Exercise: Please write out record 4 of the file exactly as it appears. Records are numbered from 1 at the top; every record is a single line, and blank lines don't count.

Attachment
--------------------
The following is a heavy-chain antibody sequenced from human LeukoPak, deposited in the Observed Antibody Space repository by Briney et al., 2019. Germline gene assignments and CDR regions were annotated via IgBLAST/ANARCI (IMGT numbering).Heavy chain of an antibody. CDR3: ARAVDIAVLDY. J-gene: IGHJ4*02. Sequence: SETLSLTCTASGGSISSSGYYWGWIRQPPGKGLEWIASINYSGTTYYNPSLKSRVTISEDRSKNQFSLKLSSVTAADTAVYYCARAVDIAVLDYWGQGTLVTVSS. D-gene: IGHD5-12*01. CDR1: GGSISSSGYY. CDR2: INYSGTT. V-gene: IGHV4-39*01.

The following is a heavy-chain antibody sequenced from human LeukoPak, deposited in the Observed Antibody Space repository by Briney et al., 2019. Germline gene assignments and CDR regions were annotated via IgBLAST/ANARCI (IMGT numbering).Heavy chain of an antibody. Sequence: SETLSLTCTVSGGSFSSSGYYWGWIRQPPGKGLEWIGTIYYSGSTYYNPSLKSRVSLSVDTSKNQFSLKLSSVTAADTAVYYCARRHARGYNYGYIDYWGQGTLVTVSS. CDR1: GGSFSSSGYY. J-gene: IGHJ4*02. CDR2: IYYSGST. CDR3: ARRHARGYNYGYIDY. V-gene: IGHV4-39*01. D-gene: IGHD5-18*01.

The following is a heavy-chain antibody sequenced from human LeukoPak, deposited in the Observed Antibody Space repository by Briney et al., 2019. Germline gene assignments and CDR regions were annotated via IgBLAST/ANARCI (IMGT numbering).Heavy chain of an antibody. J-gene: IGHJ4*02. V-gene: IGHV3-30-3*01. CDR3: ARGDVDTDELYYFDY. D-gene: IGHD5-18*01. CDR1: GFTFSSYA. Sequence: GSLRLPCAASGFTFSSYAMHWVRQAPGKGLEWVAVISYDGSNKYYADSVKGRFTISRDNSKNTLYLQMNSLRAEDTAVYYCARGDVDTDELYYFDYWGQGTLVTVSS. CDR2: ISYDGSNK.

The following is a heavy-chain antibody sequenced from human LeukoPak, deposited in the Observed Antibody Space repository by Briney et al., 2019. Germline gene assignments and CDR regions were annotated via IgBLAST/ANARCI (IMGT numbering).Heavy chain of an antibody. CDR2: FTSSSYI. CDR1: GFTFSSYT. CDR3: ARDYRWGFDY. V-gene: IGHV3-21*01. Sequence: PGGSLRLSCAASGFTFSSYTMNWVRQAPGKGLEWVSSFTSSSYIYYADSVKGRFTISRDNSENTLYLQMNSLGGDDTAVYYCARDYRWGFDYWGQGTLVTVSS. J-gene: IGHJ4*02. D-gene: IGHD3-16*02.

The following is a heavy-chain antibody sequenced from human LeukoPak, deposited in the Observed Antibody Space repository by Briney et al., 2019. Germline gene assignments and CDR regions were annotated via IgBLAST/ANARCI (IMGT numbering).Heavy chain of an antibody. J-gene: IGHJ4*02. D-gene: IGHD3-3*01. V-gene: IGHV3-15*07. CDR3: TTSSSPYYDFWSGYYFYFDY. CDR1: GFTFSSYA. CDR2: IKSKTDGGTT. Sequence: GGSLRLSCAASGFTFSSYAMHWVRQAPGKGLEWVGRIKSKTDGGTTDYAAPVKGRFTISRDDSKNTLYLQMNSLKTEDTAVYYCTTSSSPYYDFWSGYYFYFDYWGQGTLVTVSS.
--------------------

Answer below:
The following is a heavy-chain antibody sequenced from human LeukoPak, deposited in the Observed Antibody Space repository by Briney et al., 2019. Germline gene assignments and CDR regions were annotated via IgBLAST/ANARCI (IMGT numbering).Heavy chain of an antibody. CDR2: FTSSSYI. CDR1: GFTFSSYT. CDR3: ARDYRWGFDY. V-gene: IGHV3-21*01. Sequence: PGGSLRLSCAASGFTFSSYTMNWVRQAPGKGLEWVSSFTSSSYIYYADSVKGRFTISRDNSENTLYLQMNSLGGDDTAVYYCARDYRWGFDYWGQGTLVTVSS. J-gene: IGHJ4*02. D-gene: IGHD3-16*02.